According to federal finance laws, individual contributions to federal candidates are capped at predetermined amounts.
An example: you can contribute $2,700 to a Congressional candidate for each primary, runoff, and general election. (www.fec.gov) In contrast, an individual (you) can contribute unlimited amounts of funds towards a Political Action Committee (PAC). According to the Federal Election Commission (FEC), “The term “political action committee” (PAC) refers to two distinct types of political committees registered with the FEC: separate segregated funds (SSFs) and non-connected committees. Basically, SSFs are political committees established and administered by corporations, labor unions, membership organizations or trade associations. These committees can only solicit contributions from individuals associated with connected or sponsoring organization. By contrast, non-connected committees, as their name suggests, are not sponsored by or connected to any of the aforementioned entities and are free to solicit contributions from the general public.” (FEC, 2015)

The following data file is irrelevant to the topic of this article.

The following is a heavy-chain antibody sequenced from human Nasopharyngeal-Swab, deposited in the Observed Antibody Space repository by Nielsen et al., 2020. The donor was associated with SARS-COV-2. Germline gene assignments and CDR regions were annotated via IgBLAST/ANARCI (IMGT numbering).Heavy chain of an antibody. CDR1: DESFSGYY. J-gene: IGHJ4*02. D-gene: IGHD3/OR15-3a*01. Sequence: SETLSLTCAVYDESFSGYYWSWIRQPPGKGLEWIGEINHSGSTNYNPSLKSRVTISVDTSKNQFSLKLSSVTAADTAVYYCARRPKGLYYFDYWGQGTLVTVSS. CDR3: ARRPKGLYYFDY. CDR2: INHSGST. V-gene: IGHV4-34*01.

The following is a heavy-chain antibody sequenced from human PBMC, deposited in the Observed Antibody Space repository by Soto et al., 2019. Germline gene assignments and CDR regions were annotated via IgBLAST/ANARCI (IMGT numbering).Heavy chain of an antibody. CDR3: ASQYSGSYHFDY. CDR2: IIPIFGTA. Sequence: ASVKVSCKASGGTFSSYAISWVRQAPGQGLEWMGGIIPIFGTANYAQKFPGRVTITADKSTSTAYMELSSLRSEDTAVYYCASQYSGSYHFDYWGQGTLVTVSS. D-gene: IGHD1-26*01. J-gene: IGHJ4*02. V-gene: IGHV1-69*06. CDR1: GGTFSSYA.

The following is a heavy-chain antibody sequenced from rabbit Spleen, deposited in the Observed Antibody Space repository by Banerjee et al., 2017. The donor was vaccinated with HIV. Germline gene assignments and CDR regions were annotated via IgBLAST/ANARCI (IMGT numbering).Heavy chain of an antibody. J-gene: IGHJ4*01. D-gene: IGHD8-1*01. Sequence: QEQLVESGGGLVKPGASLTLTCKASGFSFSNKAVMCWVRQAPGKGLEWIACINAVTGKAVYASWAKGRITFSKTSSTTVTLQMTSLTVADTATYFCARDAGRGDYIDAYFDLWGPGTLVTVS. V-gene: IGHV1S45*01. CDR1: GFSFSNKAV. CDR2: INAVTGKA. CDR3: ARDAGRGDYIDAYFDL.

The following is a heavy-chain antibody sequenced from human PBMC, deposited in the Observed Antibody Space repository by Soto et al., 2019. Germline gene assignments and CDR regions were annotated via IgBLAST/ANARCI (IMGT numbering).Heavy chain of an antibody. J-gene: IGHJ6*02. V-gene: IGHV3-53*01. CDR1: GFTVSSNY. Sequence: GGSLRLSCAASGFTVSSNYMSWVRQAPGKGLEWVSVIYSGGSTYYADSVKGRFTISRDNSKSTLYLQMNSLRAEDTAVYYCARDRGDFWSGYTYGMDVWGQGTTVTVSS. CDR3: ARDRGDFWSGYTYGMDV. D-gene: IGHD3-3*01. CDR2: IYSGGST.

Directions: Using at least one specific example, address the influence of political action committees on campaigns and elections.
- Provide a brief summary of the political action committee.
- Analyze the purpose of this political action committee.
- Analyze the finances of this political action committee.
- Overall, do political action committees help or hinder our democracy?
- Defend your answer with specific rationales.
Federal Election Commission. Quick Answers to PAC Questions. Retrieved from http://www.fec.gov/ans/answers_pac.shtml